At 1400 EEST July 16, the Turkish Civil Aviation Authority (SHGM) announced that all airports across Turkey, with the exception of Ankara Esenboga International Airport (ESB), had reopened to domestic flights. ESB remained closed most of the day, reopening only during the mid-evening. Significant delays and cancellations are likely at airports nationwide through at least July 17.

Additional flight disruptions will almost certainly result from actions taken by certain foreign governments and a number of airlines as security precautions in response to the coup attempt. The US Federal Aviation Administration (FAA) has prohibited US airline carriers from flying to and from Istanbul and Ankara airports (ESB, IST, and SAW). The prohibition also bars all airline carriers, regardless of country of registry, from flying into the US from Turkey, either directly or via a third country. Passengers to the US will have to change carriers in a layover. Russia has also temporarily prohibited Russian airlines from flying to/from Turkey for security reasons. Moreover, British Airways (BA) has canceled all of its flights serving Turkey through at least early July 17.

Security conditions could change without warning, and airport status could therefore change as a result.

Maritime Traffic
The Bosphorus Strait in Istanbul has been reopened to shipping traffic after a closure of several hours July 16.

Roadways
Roadways, including main access routes to airports, have been reopened in major cities. Checkpoints remain highly likely on main thoroughfares as police conduct security operations to locate and detain any coup participants still at large. Countries bordering Turkey have increased security at their borders with Turkey.

Incirlik Air Base Status (Adana)
Turkish authorities placed Incirlik Air Base on temporary lock-down July 16, cutting power to the facility and imposing a no-fly zone for military aircraft in local airspace. No access is being allowed onto or off of the base. Officials stated the measure was taken after Turkish officials determined some base personnel had been involved in the coup attempt. Incirlik switched to on-base generation units to compensate for the loss of municipal electricity supply, resulting in no interruption to ground operations; however, NATO air operations at the facility have been suspended. The lock-down order remained in place as of 2300 July 16.  Turkish and US military officials are reportedly coordinating on resuming flight activity at Incirlik as soon as possible; authorities have as yet released no estimate as to when this may occur.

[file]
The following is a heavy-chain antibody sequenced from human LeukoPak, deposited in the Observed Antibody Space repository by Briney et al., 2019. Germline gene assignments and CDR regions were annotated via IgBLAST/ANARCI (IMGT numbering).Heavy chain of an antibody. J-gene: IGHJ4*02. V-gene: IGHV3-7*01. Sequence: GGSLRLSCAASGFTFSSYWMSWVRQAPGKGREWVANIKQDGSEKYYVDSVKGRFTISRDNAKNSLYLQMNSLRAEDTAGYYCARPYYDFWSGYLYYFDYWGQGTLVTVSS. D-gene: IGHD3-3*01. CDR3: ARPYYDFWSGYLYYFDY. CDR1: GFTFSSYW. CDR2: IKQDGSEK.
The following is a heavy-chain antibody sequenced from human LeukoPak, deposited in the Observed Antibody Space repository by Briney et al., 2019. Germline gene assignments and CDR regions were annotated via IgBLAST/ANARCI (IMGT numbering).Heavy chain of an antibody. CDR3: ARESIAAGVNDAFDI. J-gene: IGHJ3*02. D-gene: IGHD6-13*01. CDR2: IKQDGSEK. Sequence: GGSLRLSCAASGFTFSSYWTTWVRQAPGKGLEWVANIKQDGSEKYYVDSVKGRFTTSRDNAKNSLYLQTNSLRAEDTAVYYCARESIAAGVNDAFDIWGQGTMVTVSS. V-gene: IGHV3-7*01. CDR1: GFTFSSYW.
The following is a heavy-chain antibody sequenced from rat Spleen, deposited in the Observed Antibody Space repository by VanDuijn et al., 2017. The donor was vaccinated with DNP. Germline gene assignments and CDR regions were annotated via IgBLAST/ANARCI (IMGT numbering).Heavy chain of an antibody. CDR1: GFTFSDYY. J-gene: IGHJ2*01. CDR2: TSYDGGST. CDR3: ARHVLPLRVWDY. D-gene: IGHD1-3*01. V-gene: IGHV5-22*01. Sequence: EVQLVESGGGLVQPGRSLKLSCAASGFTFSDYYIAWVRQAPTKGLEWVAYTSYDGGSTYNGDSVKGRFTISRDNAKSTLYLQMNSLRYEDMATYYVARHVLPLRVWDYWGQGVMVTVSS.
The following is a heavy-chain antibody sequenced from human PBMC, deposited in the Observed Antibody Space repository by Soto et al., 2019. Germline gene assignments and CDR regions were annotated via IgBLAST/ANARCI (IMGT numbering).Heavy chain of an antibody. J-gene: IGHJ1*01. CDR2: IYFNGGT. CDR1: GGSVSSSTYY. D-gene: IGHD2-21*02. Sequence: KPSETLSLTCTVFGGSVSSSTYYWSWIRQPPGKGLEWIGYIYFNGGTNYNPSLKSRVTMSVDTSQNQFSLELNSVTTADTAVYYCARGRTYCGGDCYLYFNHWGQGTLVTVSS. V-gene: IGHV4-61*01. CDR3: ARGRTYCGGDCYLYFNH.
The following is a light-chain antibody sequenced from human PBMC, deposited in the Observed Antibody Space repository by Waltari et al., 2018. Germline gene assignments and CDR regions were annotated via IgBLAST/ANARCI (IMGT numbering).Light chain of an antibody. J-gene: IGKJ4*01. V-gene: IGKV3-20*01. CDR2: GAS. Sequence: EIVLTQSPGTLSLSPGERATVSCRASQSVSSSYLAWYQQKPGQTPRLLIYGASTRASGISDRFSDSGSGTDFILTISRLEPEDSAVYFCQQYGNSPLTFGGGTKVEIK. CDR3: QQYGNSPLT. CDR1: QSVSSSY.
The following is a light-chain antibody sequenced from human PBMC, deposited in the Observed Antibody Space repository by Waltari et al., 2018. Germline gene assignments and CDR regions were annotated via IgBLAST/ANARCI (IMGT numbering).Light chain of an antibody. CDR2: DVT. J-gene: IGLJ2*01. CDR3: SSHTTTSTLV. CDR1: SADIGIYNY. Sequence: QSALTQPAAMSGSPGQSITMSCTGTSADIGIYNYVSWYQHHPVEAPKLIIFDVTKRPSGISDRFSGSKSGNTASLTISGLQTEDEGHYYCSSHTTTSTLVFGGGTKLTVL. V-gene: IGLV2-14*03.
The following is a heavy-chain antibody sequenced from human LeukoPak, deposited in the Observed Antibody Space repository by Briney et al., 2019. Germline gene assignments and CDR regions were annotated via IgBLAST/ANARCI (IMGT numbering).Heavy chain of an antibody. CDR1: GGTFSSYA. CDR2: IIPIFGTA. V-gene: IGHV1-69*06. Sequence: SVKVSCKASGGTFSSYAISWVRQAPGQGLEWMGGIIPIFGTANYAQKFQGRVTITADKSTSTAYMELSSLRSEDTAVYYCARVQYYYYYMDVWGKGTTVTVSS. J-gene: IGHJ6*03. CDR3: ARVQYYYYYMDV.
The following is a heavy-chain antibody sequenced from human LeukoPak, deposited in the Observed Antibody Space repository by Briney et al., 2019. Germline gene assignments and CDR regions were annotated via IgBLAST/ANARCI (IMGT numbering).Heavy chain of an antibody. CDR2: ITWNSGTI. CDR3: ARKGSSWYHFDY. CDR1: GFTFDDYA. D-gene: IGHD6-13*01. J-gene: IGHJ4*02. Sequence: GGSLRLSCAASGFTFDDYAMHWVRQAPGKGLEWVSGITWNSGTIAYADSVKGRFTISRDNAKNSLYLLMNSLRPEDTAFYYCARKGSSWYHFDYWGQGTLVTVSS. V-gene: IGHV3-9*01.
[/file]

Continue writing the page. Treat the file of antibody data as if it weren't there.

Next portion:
Communications
Social media networks (Twitter, Facebook, etc.) and access to news outlets appear to have returned to normal.

Advice
If operating in Turkey, and particularly in Ankara or Istanbul, continue to exercise extreme caution if venturing out of your residence or hotel; only leave your accommodations during daylight hours. Avoid protest sites and ensure you have an established accountability/check in schedule for all personnel. Strictly avoid crowds of demonstrators, government buildings, security installations, and large concentrations of police or soldiers. Further overloading and/or suspension of telecommunications services remain possible depending on the progress of ongoing security operations; text messages are more reliable than voice when mobile systems are compromised or overburdened. Carry identification and travel documents at all times. Refrain from photographing military personnel, equipment, or operations. Confirm all travel arrangements, especially flight bookings.

Resources
Ankara Esenboga Airport: www.esenbogaairport.com <http://www.esenbogaairport.com>
Istanbul Ataturk Airport: www.ataturkairport.com <http://www.ataturkairport.com/>
Istanbul Sabiha Gokcen: www.sabihagokcen.aero <http://www.sabihagokcen.aero/>
Istanbul Traffic (Turkish): tkm.ibb.gov.tr <http://tkm.ibb.gov.tr/>